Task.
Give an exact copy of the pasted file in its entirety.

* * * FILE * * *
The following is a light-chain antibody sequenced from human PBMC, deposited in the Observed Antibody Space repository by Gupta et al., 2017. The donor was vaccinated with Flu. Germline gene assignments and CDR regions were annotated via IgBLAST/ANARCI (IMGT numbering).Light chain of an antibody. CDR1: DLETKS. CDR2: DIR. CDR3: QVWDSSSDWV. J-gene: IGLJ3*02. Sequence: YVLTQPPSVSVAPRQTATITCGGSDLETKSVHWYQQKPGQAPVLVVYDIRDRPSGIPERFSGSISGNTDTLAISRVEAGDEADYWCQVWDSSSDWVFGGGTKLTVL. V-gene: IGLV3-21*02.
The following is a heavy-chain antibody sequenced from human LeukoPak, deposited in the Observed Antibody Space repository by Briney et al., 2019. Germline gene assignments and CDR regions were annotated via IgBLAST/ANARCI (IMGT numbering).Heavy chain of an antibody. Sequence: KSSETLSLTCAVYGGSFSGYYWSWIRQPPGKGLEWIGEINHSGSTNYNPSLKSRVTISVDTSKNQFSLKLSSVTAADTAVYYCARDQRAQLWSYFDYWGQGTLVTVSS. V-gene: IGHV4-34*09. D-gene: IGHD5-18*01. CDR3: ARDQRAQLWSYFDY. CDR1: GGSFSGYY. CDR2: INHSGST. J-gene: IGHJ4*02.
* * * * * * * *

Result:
The following is a light-chain antibody sequenced from human PBMC, deposited in the Observed Antibody Space repository by Gupta et al., 2017. The donor was vaccinated with Flu. Germline gene assignments and CDR regions were annotated via IgBLAST/ANARCI (IMGT numbering).Light chain of an antibody. CDR1: DLETKS. CDR2: DIR. CDR3: QVWDSSSDWV. J-gene: IGLJ3*02. Sequence: YVLTQPPSVSVAPRQTATITCGGSDLETKSVHWYQQKPGQAPVLVVYDIRDRPSGIPERFSGSISGNTDTLAISRVEAGDEADYWCQVWDSSSDWVFGGGTKLTVL. V-gene: IGLV3-21*02.
The following is a heavy-chain antibody sequenced from human LeukoPak, deposited in the Observed Antibody Space repository by Briney et al., 2019. Germline gene assignments and CDR regions were annotated via IgBLAST/ANARCI (IMGT numbering).Heavy chain of an antibody. Sequence: KSSETLSLTCAVYGGSFSGYYWSWIRQPPGKGLEWIGEINHSGSTNYNPSLKSRVTISVDTSKNQFSLKLSSVTAADTAVYYCARDQRAQLWSYFDYWGQGTLVTVSS. V-gene: IGHV4-34*09. D-gene: IGHD5-18*01. CDR3: ARDQRAQLWSYFDY. CDR1: GGSFSGYY. CDR2: INHSGST. J-gene: IGHJ4*02.